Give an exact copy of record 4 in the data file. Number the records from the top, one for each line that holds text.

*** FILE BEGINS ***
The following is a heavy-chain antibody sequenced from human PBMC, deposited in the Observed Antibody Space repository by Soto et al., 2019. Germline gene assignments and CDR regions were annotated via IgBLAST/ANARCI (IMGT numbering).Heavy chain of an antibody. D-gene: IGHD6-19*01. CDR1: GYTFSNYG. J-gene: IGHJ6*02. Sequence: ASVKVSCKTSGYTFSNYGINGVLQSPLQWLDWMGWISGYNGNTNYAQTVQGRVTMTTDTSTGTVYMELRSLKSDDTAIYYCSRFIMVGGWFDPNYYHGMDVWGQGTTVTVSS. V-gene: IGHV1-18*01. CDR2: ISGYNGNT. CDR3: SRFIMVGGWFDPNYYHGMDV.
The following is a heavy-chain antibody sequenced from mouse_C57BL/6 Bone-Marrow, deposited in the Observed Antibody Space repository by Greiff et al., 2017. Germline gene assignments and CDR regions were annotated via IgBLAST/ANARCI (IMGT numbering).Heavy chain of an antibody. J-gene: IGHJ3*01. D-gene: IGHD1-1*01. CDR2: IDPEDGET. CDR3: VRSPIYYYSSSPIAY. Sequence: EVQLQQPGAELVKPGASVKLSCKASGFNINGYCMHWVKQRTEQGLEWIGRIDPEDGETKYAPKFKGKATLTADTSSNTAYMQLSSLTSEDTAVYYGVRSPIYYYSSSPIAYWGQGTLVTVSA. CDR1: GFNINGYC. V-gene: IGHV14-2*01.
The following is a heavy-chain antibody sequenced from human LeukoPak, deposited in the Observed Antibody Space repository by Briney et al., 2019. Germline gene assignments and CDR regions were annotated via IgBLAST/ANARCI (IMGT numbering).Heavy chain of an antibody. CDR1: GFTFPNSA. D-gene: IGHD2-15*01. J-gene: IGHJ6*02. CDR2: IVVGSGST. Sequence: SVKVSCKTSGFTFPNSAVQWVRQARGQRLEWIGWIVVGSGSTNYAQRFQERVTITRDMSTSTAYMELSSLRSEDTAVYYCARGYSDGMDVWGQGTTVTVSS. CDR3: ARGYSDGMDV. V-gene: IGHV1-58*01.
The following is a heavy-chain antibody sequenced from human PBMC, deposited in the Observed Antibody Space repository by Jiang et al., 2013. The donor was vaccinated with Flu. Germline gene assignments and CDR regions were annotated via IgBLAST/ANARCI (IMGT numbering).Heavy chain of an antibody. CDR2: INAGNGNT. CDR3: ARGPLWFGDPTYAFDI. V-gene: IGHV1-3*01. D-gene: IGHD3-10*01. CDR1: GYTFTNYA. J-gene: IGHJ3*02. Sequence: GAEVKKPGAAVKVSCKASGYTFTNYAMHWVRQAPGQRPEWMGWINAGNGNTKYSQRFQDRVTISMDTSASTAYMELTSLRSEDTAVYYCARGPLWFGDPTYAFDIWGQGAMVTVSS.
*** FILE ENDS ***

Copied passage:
The following is a heavy-chain antibody sequenced from human PBMC, deposited in the Observed Antibody Space repository by Jiang et al., 2013. The donor was vaccinated with Flu. Germline gene assignments and CDR regions were annotated via IgBLAST/ANARCI (IMGT numbering).Heavy chain of an antibody. CDR2: INAGNGNT. CDR3: ARGPLWFGDPTYAFDI. V-gene: IGHV1-3*01. D-gene: IGHD3-10*01. CDR1: GYTFTNYA. J-gene: IGHJ3*02. Sequence: GAEVKKPGAAVKVSCKASGYTFTNYAMHWVRQAPGQRPEWMGWINAGNGNTKYSQRFQDRVTISMDTSASTAYMELTSLRSEDTAVYYCARGPLWFGDPTYAFDIWGQGAMVTVSS.